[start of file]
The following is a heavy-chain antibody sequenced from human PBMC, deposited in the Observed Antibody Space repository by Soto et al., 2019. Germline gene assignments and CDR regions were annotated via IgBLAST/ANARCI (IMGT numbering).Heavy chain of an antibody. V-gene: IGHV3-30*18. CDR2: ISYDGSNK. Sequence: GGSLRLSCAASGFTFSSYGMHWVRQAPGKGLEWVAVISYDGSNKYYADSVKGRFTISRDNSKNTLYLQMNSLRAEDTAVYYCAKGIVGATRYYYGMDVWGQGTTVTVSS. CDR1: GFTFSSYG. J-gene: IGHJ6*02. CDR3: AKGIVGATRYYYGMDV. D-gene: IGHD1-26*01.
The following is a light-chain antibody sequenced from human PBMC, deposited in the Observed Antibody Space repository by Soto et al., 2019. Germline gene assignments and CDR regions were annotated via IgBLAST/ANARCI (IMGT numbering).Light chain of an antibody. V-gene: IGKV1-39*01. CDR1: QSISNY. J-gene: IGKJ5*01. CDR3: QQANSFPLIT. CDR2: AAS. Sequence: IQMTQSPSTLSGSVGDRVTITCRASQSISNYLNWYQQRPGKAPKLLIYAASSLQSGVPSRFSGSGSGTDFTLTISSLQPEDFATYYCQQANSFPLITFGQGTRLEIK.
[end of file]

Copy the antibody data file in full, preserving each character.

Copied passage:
The following is a heavy-chain antibody sequenced from human PBMC, deposited in the Observed Antibody Space repository by Soto et al., 2019. Germline gene assignments and CDR regions were annotated via IgBLAST/ANARCI (IMGT numbering).Heavy chain of an antibody. V-gene: IGHV3-30*18. CDR2: ISYDGSNK. Sequence: GGSLRLSCAASGFTFSSYGMHWVRQAPGKGLEWVAVISYDGSNKYYADSVKGRFTISRDNSKNTLYLQMNSLRAEDTAVYYCAKGIVGATRYYYGMDVWGQGTTVTVSS. CDR1: GFTFSSYG. J-gene: IGHJ6*02. CDR3: AKGIVGATRYYYGMDV. D-gene: IGHD1-26*01.
The following is a light-chain antibody sequenced from human PBMC, deposited in the Observed Antibody Space repository by Soto et al., 2019. Germline gene assignments and CDR regions were annotated via IgBLAST/ANARCI (IMGT numbering).Light chain of an antibody. V-gene: IGKV1-39*01. CDR1: QSISNY. J-gene: IGKJ5*01. CDR3: QQANSFPLIT. CDR2: AAS. Sequence: IQMTQSPSTLSGSVGDRVTITCRASQSISNYLNWYQQRPGKAPKLLIYAASSLQSGVPSRFSGSGSGTDFTLTISSLQPEDFATYYCQQANSFPLITFGQGTRLEIK.